Florida Attorney General Ashley Moody threw her support behind legislation from U.S. Rep. Vern Buchanan upping severe penalties for targeting cops.
Florida’s top legal officer visited Bradenton, the heart of Florida’s 16th Congressional District, to endorse the Thin Blue Line Act. The Buchanan-sponsored legislation would make the murder or attempted murder of a police officer an “aggravating” factor in death penalty determinations.
Such a change in federal law would help to “deter offenders from committing violent crimes against law enforcement officers, firefighters, prosecutors and first responders, and to provide appropriate punishment for those who take the lives of public servants,” Moody said.
The House passed a version of the legislation in 2018 and Buchanan has filed a bill in each subsequent Congress. The Longboat Key Republican this year made the bill one of his first at the start of 2021.
“Police officers and first responders put their lives on the line every single day to help those in harm’s way,” Buchanan said. “I appreciate Attorney General Moody’s strong endorsement and advocacy for my bill, the Thin Blue Line Act. Together, we are sending a strong message to police and first responders that we have their backs, and those who target our frontline heroes should know that there will be severe consequences.”
Moody and Buchanan pushed for the legislation after the Florida Department of Law Enforcement issued an alert on a suspect, Patrick McDowell, believed to have killed Nassau County Sheriff’s Deputy Joshua Moyers during a traffic stop Friday.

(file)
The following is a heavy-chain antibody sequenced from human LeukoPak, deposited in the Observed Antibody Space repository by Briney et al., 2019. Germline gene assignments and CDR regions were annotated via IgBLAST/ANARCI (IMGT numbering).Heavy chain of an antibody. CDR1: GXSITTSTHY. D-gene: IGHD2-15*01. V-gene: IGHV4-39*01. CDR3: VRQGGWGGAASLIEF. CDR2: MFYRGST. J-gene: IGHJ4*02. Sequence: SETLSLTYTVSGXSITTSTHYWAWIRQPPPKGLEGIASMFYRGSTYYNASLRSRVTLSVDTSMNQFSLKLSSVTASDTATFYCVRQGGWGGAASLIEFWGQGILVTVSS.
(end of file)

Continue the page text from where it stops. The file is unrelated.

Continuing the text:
Local law enforcement leaders and elected officials joined Moody and Buchanan to back the bill and the blue. Manatee County Sheriff Rick Wells and Bradenton Police Chief Melanie Bevan joined them at the lectern, as did state Sen. Jim Boyd, state Rep. Will Robinson and Bradenton Mayor Gene Brown.
According to the Officer Down Memorial Page, 295 officers have died in the line of duty in the U.S. so far this year. That includes 32 in the state of Florida, which has lost more officers than any other state but Texas.
That number includes all causes of service death, including 179 officers who died of COVID-19. The second-leading cause of death was gun fire, which claimed 41 officers’ live.